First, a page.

Consumer Reports finds that the Galaxy S7 Active doesn’t meet Samsung’s water-resistant claims

For the past couple of years, Samsung has been releasing an “Active” variant of its Galaxy S flagships exclusively on AT&T in the U.S. The Active variants are positioned as rugged smartphones that are water, dust and shatter resistant. Previous handsets have owned up to these claims but Consumer Reports has tested the Galaxy S7 Active’s water-resistant credentials and found that they’re not exactly what Samsung claims them to be. Bear in mind that the Galaxy S7 and Galaxy S7 edge boast the same water-resistant claims and they have passed the tests.

Samsung claims that the Galaxy S7 Active has IP68 water-resistant certification which means that the handset can survive after being submerged in up to five feet of water for 30 minutes. This is the claim that Consumer Reports tested by placing a Galaxy S7 Active in a water tank pressurized to 2.12 pounds-per-square-inch which is the equivalent of just below five feet of water and set a timer for 30 minutes. The handset was removed after the time was up, Consumer Reports says that the display was obscured by green lines, the touchscreen wasn’t responsive and that tiny bubbles could be seen in the front and rear camera lenses.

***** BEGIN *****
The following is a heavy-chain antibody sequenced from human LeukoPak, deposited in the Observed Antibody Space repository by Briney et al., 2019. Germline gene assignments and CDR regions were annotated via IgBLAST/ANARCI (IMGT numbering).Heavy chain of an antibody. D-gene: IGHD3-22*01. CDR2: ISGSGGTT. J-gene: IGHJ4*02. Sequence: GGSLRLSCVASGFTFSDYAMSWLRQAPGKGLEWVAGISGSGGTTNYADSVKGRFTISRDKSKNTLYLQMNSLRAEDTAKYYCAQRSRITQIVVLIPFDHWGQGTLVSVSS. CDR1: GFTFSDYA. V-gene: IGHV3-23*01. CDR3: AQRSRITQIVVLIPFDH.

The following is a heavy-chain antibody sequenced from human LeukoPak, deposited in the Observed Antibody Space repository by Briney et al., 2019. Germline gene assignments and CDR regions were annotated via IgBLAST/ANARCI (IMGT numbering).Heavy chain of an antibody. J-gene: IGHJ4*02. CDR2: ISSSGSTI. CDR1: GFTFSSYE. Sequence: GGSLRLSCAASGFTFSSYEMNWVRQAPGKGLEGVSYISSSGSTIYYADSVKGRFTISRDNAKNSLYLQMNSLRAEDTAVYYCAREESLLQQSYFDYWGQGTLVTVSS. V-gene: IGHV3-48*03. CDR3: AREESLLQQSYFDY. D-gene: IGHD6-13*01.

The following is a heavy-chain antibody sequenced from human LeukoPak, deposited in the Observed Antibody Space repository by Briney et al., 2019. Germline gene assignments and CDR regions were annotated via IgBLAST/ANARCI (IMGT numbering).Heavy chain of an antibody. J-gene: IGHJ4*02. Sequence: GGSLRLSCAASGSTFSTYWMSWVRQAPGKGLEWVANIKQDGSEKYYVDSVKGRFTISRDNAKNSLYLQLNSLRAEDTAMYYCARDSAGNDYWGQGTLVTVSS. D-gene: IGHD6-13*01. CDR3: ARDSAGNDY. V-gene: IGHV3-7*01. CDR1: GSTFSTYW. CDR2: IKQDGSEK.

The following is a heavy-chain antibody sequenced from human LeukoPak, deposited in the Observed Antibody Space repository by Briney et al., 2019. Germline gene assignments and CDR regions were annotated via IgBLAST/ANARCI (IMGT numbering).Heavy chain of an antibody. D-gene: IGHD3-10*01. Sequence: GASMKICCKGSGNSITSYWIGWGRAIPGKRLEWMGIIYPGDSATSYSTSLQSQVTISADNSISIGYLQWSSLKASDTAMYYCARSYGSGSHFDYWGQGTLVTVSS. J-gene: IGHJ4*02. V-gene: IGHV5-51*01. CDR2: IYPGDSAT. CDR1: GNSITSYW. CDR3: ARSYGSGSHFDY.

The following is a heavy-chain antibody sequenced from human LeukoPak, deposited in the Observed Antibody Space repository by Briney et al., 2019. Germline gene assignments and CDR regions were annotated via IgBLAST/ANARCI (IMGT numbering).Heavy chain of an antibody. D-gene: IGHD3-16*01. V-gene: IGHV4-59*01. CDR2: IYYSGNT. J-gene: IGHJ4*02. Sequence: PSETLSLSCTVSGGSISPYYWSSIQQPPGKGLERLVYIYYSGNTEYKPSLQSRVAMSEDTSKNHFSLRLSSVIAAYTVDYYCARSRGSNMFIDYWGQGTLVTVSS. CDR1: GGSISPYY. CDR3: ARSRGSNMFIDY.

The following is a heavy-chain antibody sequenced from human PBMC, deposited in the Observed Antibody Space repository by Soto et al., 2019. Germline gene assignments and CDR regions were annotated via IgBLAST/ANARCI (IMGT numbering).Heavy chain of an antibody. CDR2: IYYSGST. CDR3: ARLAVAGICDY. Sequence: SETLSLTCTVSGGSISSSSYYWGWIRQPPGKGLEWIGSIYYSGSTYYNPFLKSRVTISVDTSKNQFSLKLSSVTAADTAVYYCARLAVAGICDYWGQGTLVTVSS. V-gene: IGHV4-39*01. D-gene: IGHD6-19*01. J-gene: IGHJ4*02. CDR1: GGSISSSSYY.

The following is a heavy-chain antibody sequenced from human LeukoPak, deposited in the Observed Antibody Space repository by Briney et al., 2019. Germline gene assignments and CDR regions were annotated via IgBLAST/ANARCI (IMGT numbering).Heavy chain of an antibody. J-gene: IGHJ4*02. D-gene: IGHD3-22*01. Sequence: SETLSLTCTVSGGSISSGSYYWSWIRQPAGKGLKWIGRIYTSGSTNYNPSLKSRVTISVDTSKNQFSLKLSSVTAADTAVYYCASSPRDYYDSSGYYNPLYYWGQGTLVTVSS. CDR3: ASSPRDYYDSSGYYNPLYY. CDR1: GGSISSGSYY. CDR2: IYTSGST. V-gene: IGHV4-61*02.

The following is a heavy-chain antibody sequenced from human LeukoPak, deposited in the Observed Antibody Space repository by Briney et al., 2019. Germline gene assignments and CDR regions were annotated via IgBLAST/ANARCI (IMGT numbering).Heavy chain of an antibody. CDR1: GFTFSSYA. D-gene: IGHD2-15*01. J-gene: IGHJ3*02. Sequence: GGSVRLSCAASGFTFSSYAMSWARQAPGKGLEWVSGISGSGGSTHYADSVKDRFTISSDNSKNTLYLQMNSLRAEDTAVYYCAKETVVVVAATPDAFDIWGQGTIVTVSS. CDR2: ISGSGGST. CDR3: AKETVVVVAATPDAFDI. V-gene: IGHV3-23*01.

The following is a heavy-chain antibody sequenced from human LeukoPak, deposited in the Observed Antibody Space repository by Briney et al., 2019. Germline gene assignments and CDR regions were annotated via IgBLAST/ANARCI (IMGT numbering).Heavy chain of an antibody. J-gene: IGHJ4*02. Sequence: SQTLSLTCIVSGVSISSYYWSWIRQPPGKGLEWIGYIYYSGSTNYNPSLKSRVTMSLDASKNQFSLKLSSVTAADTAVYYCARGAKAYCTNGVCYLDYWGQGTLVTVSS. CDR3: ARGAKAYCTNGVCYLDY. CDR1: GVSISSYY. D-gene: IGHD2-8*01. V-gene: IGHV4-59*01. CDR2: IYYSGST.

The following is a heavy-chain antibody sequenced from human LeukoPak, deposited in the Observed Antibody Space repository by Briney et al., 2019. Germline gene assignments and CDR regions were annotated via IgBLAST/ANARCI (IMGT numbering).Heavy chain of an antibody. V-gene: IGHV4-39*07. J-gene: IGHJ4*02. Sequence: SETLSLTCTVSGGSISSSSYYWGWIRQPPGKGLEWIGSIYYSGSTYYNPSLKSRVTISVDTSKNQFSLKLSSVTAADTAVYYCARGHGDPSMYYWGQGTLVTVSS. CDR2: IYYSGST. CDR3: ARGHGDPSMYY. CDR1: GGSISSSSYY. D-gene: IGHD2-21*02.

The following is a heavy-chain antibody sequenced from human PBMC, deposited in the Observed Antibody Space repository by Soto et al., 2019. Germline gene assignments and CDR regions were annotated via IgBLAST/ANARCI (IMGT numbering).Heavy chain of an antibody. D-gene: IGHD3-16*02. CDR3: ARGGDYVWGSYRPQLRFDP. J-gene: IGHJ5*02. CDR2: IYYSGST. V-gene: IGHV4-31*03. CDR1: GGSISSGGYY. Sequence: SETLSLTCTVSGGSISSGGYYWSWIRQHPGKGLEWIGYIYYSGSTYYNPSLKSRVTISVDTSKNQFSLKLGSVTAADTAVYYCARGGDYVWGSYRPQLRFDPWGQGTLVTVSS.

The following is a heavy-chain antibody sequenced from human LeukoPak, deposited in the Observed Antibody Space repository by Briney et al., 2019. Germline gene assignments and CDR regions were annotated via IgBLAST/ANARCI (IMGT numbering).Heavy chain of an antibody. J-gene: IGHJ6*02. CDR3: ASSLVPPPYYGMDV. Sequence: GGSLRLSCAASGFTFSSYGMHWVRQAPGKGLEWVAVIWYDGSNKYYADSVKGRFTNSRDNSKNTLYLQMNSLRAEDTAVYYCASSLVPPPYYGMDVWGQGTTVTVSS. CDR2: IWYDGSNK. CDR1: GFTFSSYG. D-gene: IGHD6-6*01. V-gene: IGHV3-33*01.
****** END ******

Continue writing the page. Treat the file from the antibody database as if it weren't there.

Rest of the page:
To ensure that this wasn’t a defective unit a second Galaxy S7 Active was similarly tested and it too failed the test. The second unit’s display cycled on and off every few seconds and that moisture was visible in the front and rear camera lenses. Water was also found in the slot which holds the SIM card. A few days after the tests the screens of both phones would light up when they were plugged in but the displays could not be read, the phones are no longer functional.

Samsung says that it has received “very few complaints” from customers who have faced similar issues and that in those cases the handsets were covered under warranty. It said in a statement that “There may be an off-chance that a defective device is not as watertight as it should be” and that it’s investigating the issue. So until there’s more information on this matter it would be best to avoid dunking your Galaxy S7 Active for half an hour just to be on the safe side.

Join the Discussion